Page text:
Librarians typically do the following:
In small libraries, librarians are often responsible for many or all aspects of library operations. They may manage a staff of library assistants and technicians.
In larger libraries, librarians usually focus on one aspect of library work, including user services, technical services, or administrative services.
The following are examples of types of librarians:
User services librarians help patrons conduct research using both electronic and print resources. These librarians also teach patrons how to use library resources to find information on their own. This may include familiarizing patrons with catalogs of print materials, helping them access and search digital libraries, or educating them on Internet search techniques. Some user services librarians work with a particular audience, such as children or young adults.
Technical services librarians obtain, prepare, and organize print and electronic library materials. They arrange materials to make it easy for patrons to find information. They are also responsible for ordering new library materials and archiving to preserve older items.
Administrative services librarians manage libraries. They hire and supervise staff, prepare budgets, and negotiate contracts for library materials and equipment. Some conduct public relations or fundraising for the library.
Librarians who work in different settings sometimes have different job duties.
Academic librarians assist students, faculty, and staff in colleges and universities. They help students research topics related to their coursework and teach students how to access information. They also assist faculty and staff in locating resources related to their research projects or studies. Some campuses have multiple libraries, and librarians may specialize in a particular subject.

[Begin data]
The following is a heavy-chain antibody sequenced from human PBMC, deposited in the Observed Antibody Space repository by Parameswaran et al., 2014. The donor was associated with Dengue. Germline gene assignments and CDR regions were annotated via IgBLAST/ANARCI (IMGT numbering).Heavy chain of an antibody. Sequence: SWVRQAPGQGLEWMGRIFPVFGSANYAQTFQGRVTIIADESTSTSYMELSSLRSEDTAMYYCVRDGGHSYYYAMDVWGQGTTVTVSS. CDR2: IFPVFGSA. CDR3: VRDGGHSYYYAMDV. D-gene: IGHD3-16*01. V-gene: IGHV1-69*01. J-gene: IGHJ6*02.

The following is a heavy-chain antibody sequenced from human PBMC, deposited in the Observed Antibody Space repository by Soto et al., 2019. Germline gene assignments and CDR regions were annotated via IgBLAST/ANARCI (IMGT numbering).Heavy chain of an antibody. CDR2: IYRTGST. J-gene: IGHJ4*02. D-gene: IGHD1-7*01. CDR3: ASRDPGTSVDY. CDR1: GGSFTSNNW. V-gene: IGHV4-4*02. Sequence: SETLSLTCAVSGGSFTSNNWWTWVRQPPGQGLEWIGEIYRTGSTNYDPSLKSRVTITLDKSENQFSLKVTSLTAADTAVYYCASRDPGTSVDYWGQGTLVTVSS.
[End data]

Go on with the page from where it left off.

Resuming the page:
Public librarians work in their communities to serve all members of the public. They help patrons find books to read for pleasure; conduct research for schoolwork, business, or personal interest; and learn how to access the library's resources. Many public librarians plan programs for patrons, such as story time for children, book clubs, or other educational activities.
School librarians, sometimes called school media specialists, work in elementary, middle, and high school libraries, and teach students how to use library resources. They also help teachers develop lesson plans and find materials for classroom instruction.
Special librarians work in settings other than school or public libraries. They are sometimes called information professionals. Law firms, hospitals, businesses, museums, government agencies, and many other groups have their own libraries that use special librarians. The main purpose of these libraries and information centers is to serve the information needs of the organization that houses the library. Therefore, special librarians collect and organize materials focused on those subjects. The following are examples of special librarians: